Many Slovak Internet subscribers have been unable to access The Pirate Bay in recent days due to an unintended consequence of an injunction handed down in an entirely different country. An Austrian blockade of The Pirate Bay spread to Slovakia because a local ISP uses a datacenter in Vienna for its DNS server.
Copyright holders are increasingly demanding that ISPs should block access to pirate sites in order to protect their business.
As the bastion of online piracy The Pirate Bay has become one of the main targets. The site has been blocked in over a dozen countries already, mostly in Europe.
Austria is one of the latest countries to take similar action. After a lengthy legal battle the Commercial Court of Vienna ordered local ISPs to stop subscribers accessing the infamous torrent site.
This week, however, news broke that the court’s decision has had an effect well beyond Austria’s borders. Over the past several days subscribers of the Slovak Internet provider UPC were unable to access the torrent site as well.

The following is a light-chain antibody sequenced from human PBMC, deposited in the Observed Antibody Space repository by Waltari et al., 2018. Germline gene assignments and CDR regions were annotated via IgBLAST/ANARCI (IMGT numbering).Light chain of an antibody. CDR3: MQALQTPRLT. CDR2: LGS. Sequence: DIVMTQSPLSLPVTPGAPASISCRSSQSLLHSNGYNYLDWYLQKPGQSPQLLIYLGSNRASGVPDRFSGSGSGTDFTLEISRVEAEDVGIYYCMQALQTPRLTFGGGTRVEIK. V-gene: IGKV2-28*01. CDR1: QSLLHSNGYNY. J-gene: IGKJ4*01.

Initially it was unclear why the site had been rendered inaccessible as there are no blocking orders against the site locally. However, it soon became apparent that the problems were an unintended consequence of the Austrian censorship efforts.
As it turns out, the Slovak branch of UPC uses a DNS server that’s based in Austria. The IP-address in question, 22.214.171.124, resolves to viedns09.chello.at and points to a datacenter in Vienna.
According to UPC spokesman Jaroslav Kolar the block is not deliberate. He confirmed that it’s the result of the Austrian blockade and the ISP promised to resolve the matter as soon as possible.
“Access to The Pirate Bay through several DNS servers is blocked in the datacenter in Vienna on the basis of a court decision. Since UPC’s DNS server is hosted in the data center, access to some sites may be limited for our users,” Kolar said.
In addition to The Pirate Bay, Austrian ISPs also block access to other “structurally infringing” sites including Isohunt.to and 1337x.to, which broadens the problems.
According to local reports the blockade was lifted for many users yesterday. Those still experiencing issues can bypass UPC’s DNS by switching to a third-party provider such as Google DNS or OpenDNS.
Fixed or not, the news shows the risks and unintended consequences of DNS blocking. The Internet is by definition a global network, so DNS filtering and other forms of censorship can easily carry over to places and sites that shouldn’t be blocked.
Source: Torrenfreak https://torrentfreak.com/austrian-pirate-bay-blockade-censors-slovak-internet-accidentally-151203/
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